Re­flec­tions on Amer­ica

Siloam Springs Herald Leader - - OPINION - David Wil­son

Fif­teen years ago—in June of 2002—I en­joyed a cou­ple of ex­pe­ri­ences that are worth rem­i­nisc­ing about.

My fam­ily went to see an in­cred­i­ble air show at the Lit­tle Rock Air Force Base, and dur­ing that same month I got to see a sit­ting pres­i­dent in per­son and up close.

But be­fore we get to that, let’s ac­knowl­edge that to­day is Flag Day and it should be highly com­mem­o­rated.

To some Amer­i­cans, Flag Day does not mean as much as it once did and that’s a shame.

Fur­ther­more, when we re­cite the pledge of al­le­giance, we some­times do it with­out pas­sion in our hearts. But it would be far bet­ter to fo­cus on the im­por­tance of cer­tain words… al­le­giance… repub­lic… un­der God… lib­erty… jus­tice… for all.

To­day some peo­ple do not show al­le­giance to the flag and al­le­giance to the coun­try as a mat­ter of con­vic­tion. And to some peo­ple, the idea of us be­ing a repub­lic un­der law is re­jected.

We know this be­cause daily news re­ports show us ex­am­ples of peo­ple who do not re­spect oth­ers, do not re­spect the law, and do not re­spect the coun­try.

On Flag Day, how­ever, it is good to re­mem­ber that even though some do not love Amer­ica, there are still mil­lions who do.

It is good to re­mind our­selves that we have much to ap­pre­ci­ate and it is al­ways good to say a quiet prayer for the coun­try, ask­ing for peace and har­mony among her cit­i­zens.

In ad­di­tion, it is good to en­joy what the pre­am­ble to the Con­sti­tu­tion re­ferred to as “…the bless­ings of lib­erty…”

Pa­tri­otic ob­ser­vances and spe­cial times with fam­ily are im­por­tant and that’s part of what I re­mem­ber about June of 2002.

The air show I spoke of was on June 1 of that year. I took my chil­dren, and we were joined by my brother and his fam­ily. It was an amaz­ing aerial per­for­mance and it con­cluded with an in­cred­i­ble dis­play by the United States Navy’s Blue An­gels.

My sons were im­pressed with the roar of the jet en­gines. My daugh­ter was only five, but I think she en­joyed it quite a bit too. At least I don’t re­mem­ber her com­plain­ing.

The Arkansas Demo­crat-Gazette re­ported the next day that 100,000 peo­ple were in at­ten­dance at the air show.

I wrote in a jour­nal en­try at the time that I was glad that we all got to go, and that “…the Blue An­gels put on a big show….”

As fate would have it, two days later, on Mon­day, June 3, 2002, my brother and I re­turned to Lit­tle Rock to hear Pres­i­dent Ge­orge W. Bush speak.

My brother worked with Repub­li­cans in Clay County and he se­cured tick­ets for the pres­i­den­tial ap­pear­ance from the Mike Huck­abee cam­paign. (Huck­abee was run­ning for his sec­ond full four-year term as gover­nor in 2002).

We got in line out­side the State­house Con­ven­tion Cen­ter at 8:40 a.m. and got in­side af­ter about an hour, and then had to wait two more hours be­fore the pres­i­dent would be there to speak.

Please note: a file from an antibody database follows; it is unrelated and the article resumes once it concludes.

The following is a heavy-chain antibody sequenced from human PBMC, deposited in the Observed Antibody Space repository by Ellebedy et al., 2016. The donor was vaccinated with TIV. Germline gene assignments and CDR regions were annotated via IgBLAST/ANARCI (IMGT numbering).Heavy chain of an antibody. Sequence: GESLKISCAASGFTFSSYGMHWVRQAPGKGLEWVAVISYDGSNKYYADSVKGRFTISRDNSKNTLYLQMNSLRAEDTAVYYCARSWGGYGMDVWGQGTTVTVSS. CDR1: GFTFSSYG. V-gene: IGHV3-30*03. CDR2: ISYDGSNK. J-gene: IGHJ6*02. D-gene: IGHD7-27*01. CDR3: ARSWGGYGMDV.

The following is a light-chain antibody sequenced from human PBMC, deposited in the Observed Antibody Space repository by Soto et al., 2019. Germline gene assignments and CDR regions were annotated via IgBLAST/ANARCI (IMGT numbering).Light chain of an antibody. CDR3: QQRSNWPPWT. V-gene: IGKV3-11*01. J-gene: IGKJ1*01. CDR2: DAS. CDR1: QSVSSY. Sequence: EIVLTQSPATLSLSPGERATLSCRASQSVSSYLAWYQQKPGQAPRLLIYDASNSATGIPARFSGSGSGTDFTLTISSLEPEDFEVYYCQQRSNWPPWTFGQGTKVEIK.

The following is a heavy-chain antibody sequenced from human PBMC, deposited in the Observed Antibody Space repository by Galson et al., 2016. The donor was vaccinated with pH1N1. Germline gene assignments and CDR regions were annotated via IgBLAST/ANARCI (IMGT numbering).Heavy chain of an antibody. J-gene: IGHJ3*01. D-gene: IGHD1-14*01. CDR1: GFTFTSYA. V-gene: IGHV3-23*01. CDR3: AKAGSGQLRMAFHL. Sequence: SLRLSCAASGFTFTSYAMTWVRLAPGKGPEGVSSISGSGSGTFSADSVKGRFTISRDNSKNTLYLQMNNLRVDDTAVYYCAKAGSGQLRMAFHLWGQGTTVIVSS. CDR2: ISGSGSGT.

I wrote in my jour­nal, “It turned out to be a very mem­o­rable ex­pe­ri­ence that was worth the wait­ing. Pres­i­dent Bush did

not say a lot of new things in his speech. He talked about the on­go­ing war on ter­ror­ism and how Amer­i­cans can fight ter­ror by do­ing good to their neigh­bors.”

Af­ter his speech, the pres­i­dent shook hands with many in the crowd and au­to­graphed the tick­ets that some held out for him to sign. My brother and I were very close to him, but we didn’t fight our way through the crowd to shake his hand.

I wish we had. We were only about six feet away from him at one point and it would have made the day more mem­o­rable to say we shook hands with a pres­i­dent while he was in of­fice.

To­day, 15 years later, June is still a great time to en­joy Amer­ica and to spend qual­ity time with fam­ily. For that I am grate­ful.

And even though the coun­try is still deal­ing with the re­al­ity of ter­ror­ism, and even though some peo­ple choose to in­ten­tion­ally dis­honor the Amer­i­can flag, I re­main grate­ful.

I am grate­ful that many of you feel the same way I do, that the Amer­i­can flag means some­thing ex­tremely sig­nif­i­cant.

I am grate­ful that Amer­ica is still strong, in spite of any dif­fi­cul­ties and dis­cord. And I am grate­ful that we are free to cel­e­brate our free­dom, direct our own lives, and prac­tice our faith as we see fit.

That’s what Amer­ica has al­ways been all about. It is not, as some peo­ple think, an op­pres­sive place in which rad­i­cal changes are needed. On the con­trary, it re­mains the world’s best hope for peace, har­mony, op­por­tu­nity, and free­dom.

That’s true on Flag Day. And ev­ery day.

— David Wil­son, EdD, of Spring­dale, is a writer, con­sul­tant and pre­sen­ter, who grew up in Arkansas but worked 27 years in ed­u­ca­tion in Mis­souri. You may e-mail him at dwnotes@ hot­mail.com. The opin­ions ex­pressed are those of the au­thor.

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